READ the NAFB’s National Ag News for Tuesday, November 15th…

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Sponsored by the American Farm Bureau Federation

Japan Passes TPP

Japan’s lower House of Parliament passed the Trans-Pacific Partnership trade agreement this week. A German web publication says experts view the move as an empty gesture because U.S. President-elect Donald Trump rejects the deal. Japanese lawmakers approved the free trade deal that includes Japan, the U.S., and ten other countries that together make up 40 percent of the world’s economy. Outgoing U.S. President Obama championed the deal in the face of China’s increasing economic clout in the world economy. Japanese Prime Minister Shinzo Abe made TPP a big part of his plan to revive the Japanese export sector of the economy. London-based Capital Economics said the Japanese hopes for TPP were “dead and buried,” and the upshot for Japan is substantial long-term economic losses with no TPP in effect. In September, President Obama warned that China is pushing for its own long-term trade deal with the Asian region and that America wouldn’t be welcome in any deal set up by China. President-elect Trump says he’s in favor of free trade deals but existing agreements like the North American Free Trade Agreement weren’t negotiated with American interests in mind.  


Farm Groups Begin Lame-Duck TPP Push

Farm Groups are beginning a final push for action on the Trans-Pacific Partnership free trade agreement in the lame-duck session of Congress, but the uphill climb is getting steeper. Senate Majority Leader Mitch McConnell said this week he wouldn’t be holding a vote on TPP until Donald Trump takes office. Texas Republican Kevin Brady, House Ways and Means Chair, said Trump would be the one to determine the way forward. The Hagstrom Report says a spokesman for U.S. Trade Representative Michael Froman called it, “Republicans playing politics with TPP. It’s all about Donald Trump and nothing else.” New York Democrat Chuck Schumer, the incoming Senate Minority Leader, told the Washington Post that TPP is “dead in the water.” The National Association of Wheat Growers is urging Congress to take action, noting that wheat growers rely on export markets to ease low prices. Since February, the average cash price for wheat has dropped from an unprofitable $4.90 a bushel to a disastrous $3.50 per bushel.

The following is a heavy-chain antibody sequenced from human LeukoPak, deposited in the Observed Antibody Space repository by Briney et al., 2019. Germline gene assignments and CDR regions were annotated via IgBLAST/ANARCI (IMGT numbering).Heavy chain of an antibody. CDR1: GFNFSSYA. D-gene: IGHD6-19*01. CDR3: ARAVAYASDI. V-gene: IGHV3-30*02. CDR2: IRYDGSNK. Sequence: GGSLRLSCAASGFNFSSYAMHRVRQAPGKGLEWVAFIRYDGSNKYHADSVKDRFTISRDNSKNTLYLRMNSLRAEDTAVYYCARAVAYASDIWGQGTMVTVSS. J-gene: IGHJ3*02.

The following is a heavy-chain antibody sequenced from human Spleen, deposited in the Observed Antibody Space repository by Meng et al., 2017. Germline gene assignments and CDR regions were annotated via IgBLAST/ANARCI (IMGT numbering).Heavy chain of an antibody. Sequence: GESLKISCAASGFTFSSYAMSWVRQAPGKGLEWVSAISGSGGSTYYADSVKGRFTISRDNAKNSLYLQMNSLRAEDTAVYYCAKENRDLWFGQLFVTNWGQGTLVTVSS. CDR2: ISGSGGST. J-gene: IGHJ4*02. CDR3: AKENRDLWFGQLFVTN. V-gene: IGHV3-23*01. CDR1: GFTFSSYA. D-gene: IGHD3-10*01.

E.U. Advisers Pushing for U.S.-Style Insurance Program

A European Union commission is looking into ways of protecting its farmers from environmental disasters and large price swings. To accomplish the goal, a group of experts are recommending that the E.U. adopt a U.S.-style private insurance system. The Commission recommends the E.U. move away from ad hoc-style disaster payments that were sent to farmers in 2015 and this year. The Commission wants to see a uniform system adopted across the Union. The group says such actions “are vital if the E.U. wishes to invest in improving the uptake of risk management in member states.” POLITICO Europe reports a recommendation to shift resources from the Common Agricultural Policy to fund an E.U.-wide risk management policy. They also want to fund a dedicated platform that could be used to share best risk-management practices to avoid financial difficulties when disasters hit or market prices drop substantially.